How to Become a Science Teacher

Science Teacher

A science teaching career at the elementary and secondary levels include teaching classes in chemistry, physics, biology, astronomy subjects, and other science related fields. To be certified to teach one of these subjects, educators in the United States must meet one of the following requirements:

  • A bachelor’s degree in the specific field of science you intend to teach and the successful completion of a state-approved teacher training program, or
  • The successful completion of an education track with core-science subjects in an undergraduate post-baccalaureate degree.

Apart from these requirements, teachers are also required to receive passing scores on teacher proficiency exams like the PRAXIS I, II, or III.

Most science teachers have a 4-year bachelor degree in Biology, Chemistry, Physics, Biophysics, Molecular Biology, Biochemistry, Zoology, or Microbiology. Graduates of these programs are usually required to pass PRAXIS II to cover the proficiency assessment process. After that, one can be accepted on post-baccalaureate education courses as part of an approved teacher-training program, plus hours of supervised classroom teaching practicum. After completing education courses, one is evaluated through PRAXIS III, a real classroom teaching skill evaluation, which includes a pre and post-observation interview. Most of these alternative teacher certification programs often lead to a master’s degree in education.

For those who are in college and want to shift into Science teaching career, you must complete a specific number of education courses plus the required core science subjects.  For undergraduates aspiring to be science teachers, there are several state universities that offer continuing or supplementary program options like associate in Elementary Education and Paraprofessional Education degrees. Most of these are already available in online campus options. Post-baccalaureate and accelerated programs are also available. There is a Master of Arts in education in Secondary Science, which may include two to four core subject concentrations. For accelerated programs, a minimum of 2.5 GPA from a bachelor degree is required to get into a screening process.  After that, one must take preparation courses. In Texas, where there is a great demand for science teachers, at least 24 hrs of accelerated science preparation courses are required and one should get at least 2.5 or 2.75 GPA.  Relevant information is available in state-accelerated teacher training programs, where one can get a paid teaching internship in a probationary certificate.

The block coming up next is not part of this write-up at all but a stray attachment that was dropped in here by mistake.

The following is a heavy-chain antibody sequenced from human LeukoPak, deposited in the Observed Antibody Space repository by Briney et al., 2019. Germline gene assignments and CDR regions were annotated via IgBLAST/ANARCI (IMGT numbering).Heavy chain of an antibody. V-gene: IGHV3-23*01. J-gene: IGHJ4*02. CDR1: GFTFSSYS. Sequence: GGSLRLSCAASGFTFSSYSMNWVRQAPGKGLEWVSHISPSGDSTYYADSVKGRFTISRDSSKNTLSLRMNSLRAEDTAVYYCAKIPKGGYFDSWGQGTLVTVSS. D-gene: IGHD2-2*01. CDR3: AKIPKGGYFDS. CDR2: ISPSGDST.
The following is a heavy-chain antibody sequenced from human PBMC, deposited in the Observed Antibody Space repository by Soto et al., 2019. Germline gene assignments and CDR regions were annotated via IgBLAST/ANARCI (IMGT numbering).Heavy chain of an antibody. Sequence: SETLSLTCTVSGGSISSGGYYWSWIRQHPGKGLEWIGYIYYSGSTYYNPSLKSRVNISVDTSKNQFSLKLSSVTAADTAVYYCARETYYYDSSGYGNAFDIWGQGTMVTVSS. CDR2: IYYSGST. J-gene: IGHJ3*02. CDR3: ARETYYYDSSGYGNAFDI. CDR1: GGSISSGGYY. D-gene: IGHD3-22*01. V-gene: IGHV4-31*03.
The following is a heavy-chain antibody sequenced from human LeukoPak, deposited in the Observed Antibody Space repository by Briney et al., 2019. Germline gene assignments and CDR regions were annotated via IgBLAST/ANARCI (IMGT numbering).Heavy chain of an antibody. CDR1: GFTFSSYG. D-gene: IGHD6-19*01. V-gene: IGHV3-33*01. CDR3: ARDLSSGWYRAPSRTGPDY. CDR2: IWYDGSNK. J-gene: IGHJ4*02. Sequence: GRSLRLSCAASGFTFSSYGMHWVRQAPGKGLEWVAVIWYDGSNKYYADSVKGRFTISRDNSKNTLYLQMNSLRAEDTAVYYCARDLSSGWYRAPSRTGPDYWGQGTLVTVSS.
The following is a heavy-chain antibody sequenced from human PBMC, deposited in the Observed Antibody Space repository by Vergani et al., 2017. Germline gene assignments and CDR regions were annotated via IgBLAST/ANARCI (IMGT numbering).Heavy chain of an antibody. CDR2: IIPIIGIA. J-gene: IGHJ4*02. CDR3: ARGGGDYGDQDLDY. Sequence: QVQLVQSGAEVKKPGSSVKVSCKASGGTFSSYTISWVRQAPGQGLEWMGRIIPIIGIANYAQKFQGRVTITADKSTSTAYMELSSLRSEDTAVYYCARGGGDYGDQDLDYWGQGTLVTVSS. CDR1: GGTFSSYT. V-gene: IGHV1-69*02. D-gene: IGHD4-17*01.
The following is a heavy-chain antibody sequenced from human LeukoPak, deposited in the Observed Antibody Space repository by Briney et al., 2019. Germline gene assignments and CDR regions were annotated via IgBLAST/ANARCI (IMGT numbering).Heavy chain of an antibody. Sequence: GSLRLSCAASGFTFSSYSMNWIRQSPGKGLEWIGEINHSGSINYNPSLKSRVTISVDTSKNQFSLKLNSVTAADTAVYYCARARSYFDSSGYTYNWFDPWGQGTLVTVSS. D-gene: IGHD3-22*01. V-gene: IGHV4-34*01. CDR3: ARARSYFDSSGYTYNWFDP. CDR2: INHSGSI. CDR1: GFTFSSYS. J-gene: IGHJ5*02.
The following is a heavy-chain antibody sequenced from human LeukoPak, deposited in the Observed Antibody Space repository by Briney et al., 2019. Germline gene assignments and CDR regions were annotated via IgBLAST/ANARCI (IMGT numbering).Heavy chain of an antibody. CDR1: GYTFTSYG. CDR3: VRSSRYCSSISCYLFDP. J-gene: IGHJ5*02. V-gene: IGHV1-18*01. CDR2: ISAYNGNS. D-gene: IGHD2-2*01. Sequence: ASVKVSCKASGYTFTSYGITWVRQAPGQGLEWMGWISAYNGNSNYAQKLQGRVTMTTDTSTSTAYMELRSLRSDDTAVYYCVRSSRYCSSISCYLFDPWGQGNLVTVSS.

Foreign science teachers who want to teach in US should have a degree equivalent to the US educational system. State agencies usually require credential verification and statement issued issued by the state department that one is eligible for examination or employment. For those who come from countries where English is a second language, passing scores in International English Language Testing System (IELTS) or Test of English as a Foreign Language (TOEFL) is also required. Besides that, one must get a recommendation, contract or consent letter from the education board or school district a science teacher will be employed in. This is also the basic requirement of obtaining J-1 or H1-B visas in United States.